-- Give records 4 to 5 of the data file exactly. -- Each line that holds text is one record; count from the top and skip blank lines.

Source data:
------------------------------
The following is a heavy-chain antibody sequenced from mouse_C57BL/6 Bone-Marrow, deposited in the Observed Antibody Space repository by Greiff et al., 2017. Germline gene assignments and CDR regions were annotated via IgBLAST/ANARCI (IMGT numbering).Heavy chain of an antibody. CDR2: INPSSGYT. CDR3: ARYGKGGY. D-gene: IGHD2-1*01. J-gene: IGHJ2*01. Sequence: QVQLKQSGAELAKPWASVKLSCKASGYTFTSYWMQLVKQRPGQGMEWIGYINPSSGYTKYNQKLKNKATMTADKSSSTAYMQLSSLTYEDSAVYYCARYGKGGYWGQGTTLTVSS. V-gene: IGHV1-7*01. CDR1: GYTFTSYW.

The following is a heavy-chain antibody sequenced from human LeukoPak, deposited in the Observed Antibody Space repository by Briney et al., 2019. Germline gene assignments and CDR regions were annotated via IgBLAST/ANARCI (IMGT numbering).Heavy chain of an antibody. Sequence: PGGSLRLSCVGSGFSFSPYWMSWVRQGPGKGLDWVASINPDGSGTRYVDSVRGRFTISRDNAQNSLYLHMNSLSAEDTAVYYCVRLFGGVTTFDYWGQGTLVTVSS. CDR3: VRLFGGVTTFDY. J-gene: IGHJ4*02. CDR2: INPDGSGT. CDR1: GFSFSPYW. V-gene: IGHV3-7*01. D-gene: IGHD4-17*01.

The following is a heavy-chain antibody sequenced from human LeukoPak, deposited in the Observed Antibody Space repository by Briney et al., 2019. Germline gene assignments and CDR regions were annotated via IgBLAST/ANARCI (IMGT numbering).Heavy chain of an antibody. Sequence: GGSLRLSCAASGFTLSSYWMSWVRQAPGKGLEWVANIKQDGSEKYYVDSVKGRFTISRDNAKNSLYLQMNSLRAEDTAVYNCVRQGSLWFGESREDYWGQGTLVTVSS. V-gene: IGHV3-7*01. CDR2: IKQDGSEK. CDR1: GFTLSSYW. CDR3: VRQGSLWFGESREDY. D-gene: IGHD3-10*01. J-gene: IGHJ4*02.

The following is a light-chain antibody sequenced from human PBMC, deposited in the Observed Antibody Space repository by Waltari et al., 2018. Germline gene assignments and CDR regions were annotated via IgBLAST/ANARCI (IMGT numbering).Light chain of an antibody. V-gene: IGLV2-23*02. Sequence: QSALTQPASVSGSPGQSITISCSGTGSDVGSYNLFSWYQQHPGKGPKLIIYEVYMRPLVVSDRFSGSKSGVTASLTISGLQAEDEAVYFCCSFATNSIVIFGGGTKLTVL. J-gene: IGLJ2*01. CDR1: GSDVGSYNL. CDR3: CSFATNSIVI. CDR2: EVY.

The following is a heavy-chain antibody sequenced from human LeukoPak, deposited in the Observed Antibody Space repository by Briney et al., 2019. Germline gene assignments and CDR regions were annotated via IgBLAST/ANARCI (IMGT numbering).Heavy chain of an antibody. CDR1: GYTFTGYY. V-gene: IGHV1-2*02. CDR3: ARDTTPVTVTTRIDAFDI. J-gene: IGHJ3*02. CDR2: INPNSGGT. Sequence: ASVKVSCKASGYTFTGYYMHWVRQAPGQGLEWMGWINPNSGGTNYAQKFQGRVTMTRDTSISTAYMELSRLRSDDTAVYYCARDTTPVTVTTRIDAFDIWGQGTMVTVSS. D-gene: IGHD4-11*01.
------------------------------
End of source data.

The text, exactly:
The following is a light-chain antibody sequenced from human PBMC, deposited in the Observed Antibody Space repository by Waltari et al., 2018. Germline gene assignments and CDR regions were annotated via IgBLAST/ANARCI (IMGT numbering).Light chain of an antibody. V-gene: IGLV2-23*02. Sequence: QSALTQPASVSGSPGQSITISCSGTGSDVGSYNLFSWYQQHPGKGPKLIIYEVYMRPLVVSDRFSGSKSGVTASLTISGLQAEDEAVYFCCSFATNSIVIFGGGTKLTVL. J-gene: IGLJ2*01. CDR1: GSDVGSYNL. CDR3: CSFATNSIVI. CDR2: EVY.

The following is a heavy-chain antibody sequenced from human LeukoPak, deposited in the Observed Antibody Space repository by Briney et al., 2019. Germline gene assignments and CDR regions were annotated via IgBLAST/ANARCI (IMGT numbering).Heavy chain of an antibody. CDR1: GYTFTGYY. V-gene: IGHV1-2*02. CDR3: ARDTTPVTVTTRIDAFDI. J-gene: IGHJ3*02. CDR2: INPNSGGT. Sequence: ASVKVSCKASGYTFTGYYMHWVRQAPGQGLEWMGWINPNSGGTNYAQKFQGRVTMTRDTSISTAYMELSRLRSDDTAVYYCARDTTPVTVTTRIDAFDIWGQGTMVTVSS. D-gene: IGHD4-11*01.